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Politically charged language here for good
BY JEFF BRANSCOME
A politically charged vision statement for a Spotsylvania County development plan appears here to stay, despite continued objections from one public official.
"I get the unanimous sense that there's not a desire to continue to kick the proverbial dead horse," Planning Commission Chairman Robert Stuber said at a meeting Wednesday night.
He was responding to a request from Planning Commission member Cristine Lynch to reconsider the vision statement, essentially just a preamble to the county's Comprehensive Plan--a blueprint for future growth.
It was the second meeting in a row that Lynch has asked to revisit the new statement, which pledges that Spotsylvania will build on the "principles of our founding fathers to provide freedom and prosperity through limited government, low taxes and pro-business policies for the 21st century."
Lynch says she's concerned that the vision statement approved by the Planning Commission last month doesn't mention quality of life as the previous one did. The former statement read: "Spotsylvania County will be a leading Virginia community in quality of living and a leader in the region in sustained economic development."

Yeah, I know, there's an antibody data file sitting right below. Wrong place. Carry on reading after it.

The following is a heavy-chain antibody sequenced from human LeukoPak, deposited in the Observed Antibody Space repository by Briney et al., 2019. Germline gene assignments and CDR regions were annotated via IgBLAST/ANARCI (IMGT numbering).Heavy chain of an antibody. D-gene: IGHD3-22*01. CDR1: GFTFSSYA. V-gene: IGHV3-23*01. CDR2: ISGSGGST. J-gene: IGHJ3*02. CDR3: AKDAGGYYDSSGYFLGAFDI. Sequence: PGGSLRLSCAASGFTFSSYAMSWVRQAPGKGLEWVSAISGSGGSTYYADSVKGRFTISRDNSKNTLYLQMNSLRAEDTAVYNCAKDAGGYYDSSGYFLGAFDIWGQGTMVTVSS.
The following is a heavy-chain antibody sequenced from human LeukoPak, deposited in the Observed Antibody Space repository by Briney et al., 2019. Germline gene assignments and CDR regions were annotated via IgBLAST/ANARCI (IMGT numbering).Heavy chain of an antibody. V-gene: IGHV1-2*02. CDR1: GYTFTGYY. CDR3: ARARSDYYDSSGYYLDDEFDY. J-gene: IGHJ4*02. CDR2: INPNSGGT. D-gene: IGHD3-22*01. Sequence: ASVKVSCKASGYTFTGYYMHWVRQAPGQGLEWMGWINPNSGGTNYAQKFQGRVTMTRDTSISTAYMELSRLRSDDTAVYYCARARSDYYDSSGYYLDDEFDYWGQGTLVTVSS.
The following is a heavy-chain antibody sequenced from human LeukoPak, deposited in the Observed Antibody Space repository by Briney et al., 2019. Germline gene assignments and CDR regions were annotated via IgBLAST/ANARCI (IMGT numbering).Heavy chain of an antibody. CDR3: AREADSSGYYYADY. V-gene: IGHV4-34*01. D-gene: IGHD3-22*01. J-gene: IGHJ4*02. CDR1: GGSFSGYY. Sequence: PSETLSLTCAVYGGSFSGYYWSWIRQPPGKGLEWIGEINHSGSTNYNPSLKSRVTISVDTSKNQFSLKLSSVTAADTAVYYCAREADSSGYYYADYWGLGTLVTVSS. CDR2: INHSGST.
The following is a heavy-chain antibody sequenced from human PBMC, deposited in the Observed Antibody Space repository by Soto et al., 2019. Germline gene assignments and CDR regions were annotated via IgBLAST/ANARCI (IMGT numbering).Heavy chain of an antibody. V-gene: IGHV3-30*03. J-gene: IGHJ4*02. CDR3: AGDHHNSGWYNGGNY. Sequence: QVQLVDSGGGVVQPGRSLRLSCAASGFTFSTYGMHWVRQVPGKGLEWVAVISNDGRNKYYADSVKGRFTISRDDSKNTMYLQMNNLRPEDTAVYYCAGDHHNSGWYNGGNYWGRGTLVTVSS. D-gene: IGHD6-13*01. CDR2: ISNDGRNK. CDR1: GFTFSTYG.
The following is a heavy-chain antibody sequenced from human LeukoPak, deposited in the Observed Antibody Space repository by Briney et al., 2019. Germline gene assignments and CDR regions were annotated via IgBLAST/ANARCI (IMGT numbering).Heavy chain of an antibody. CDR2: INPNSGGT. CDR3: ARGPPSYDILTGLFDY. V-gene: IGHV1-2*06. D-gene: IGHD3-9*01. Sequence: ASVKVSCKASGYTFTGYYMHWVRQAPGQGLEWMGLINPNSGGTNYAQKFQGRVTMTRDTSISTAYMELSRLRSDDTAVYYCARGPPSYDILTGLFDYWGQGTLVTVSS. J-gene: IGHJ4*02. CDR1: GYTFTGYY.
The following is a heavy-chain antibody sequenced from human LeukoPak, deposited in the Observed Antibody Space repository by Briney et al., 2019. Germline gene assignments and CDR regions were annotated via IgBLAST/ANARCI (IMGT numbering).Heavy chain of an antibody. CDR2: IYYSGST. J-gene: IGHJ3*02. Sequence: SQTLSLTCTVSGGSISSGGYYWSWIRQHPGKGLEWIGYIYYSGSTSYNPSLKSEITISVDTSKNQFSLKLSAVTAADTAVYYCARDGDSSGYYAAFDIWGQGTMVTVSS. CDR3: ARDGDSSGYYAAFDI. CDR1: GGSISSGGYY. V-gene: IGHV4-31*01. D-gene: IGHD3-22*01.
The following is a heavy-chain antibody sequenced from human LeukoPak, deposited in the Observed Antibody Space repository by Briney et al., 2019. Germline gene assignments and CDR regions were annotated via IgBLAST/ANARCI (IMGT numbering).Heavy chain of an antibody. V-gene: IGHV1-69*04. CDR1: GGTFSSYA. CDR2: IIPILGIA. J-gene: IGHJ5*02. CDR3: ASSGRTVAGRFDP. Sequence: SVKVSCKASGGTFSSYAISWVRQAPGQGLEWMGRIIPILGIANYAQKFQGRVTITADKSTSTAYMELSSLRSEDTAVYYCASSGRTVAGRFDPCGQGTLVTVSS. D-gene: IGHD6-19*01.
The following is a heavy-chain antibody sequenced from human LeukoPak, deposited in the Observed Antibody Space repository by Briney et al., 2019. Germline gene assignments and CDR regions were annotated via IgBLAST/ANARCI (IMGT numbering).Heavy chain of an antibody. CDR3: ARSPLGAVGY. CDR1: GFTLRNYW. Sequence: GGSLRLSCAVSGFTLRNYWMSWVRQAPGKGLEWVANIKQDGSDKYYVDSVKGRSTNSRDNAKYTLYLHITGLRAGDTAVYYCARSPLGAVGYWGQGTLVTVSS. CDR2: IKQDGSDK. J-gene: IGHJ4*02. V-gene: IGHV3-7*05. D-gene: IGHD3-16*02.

Stuber did tell Lynch that she's welcome to draft a proposal, and, "We'll talk about it next time."
But he also said, "The matter is by and large closed."
No other Planning Commission members spoke during the exchange between Lynch and Stuber--a former leader of the county GOP who helped craft the vision statement. Lynch is the former chair of the Committee of 500, an organization that promotes "smart growth" and has clashed with the Spotsylvania Republican Committee in the past.
Lynch had suggested that she meet with another planning commissioner between now and the next meeting to come up with a compromise. Nobody volunteered to meet with her.
Spotsylvania's Comprehensive Plan is approved every five years and addresses land-use issues, public facilities, transportation, and natural and historic resources. The state mandates the plans to "best promote the health, safety, morals, order, convenience, prosperity and general welfare" of residents.
Stuber noted that the vision statement is still a draft because the entire Comprehensive Plan has yet to be approved. The Planning Commission and the Board of Supervisors must both approve the statement after public hearings, which will take place some time next year.
Jeff Branscome: 540/374-5402